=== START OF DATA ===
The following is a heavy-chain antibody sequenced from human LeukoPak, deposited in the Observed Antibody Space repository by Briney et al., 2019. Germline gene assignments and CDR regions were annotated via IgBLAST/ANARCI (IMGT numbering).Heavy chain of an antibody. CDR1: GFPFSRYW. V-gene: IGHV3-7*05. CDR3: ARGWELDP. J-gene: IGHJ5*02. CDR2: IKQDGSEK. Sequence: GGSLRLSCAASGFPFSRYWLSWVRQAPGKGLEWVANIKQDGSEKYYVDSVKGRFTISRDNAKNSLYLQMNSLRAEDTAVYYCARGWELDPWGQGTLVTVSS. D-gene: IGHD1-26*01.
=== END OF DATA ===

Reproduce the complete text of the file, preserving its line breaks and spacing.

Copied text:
The following is a heavy-chain antibody sequenced from human LeukoPak, deposited in the Observed Antibody Space repository by Briney et al., 2019. Germline gene assignments and CDR regions were annotated via IgBLAST/ANARCI (IMGT numbering).Heavy chain of an antibody. CDR1: GFPFSRYW. V-gene: IGHV3-7*05. CDR3: ARGWELDP. J-gene: IGHJ5*02. CDR2: IKQDGSEK. Sequence: GGSLRLSCAASGFPFSRYWLSWVRQAPGKGLEWVANIKQDGSEKYYVDSVKGRFTISRDNAKNSLYLQMNSLRAEDTAVYYCARGWELDPWGQGTLVTVSS. D-gene: IGHD1-26*01.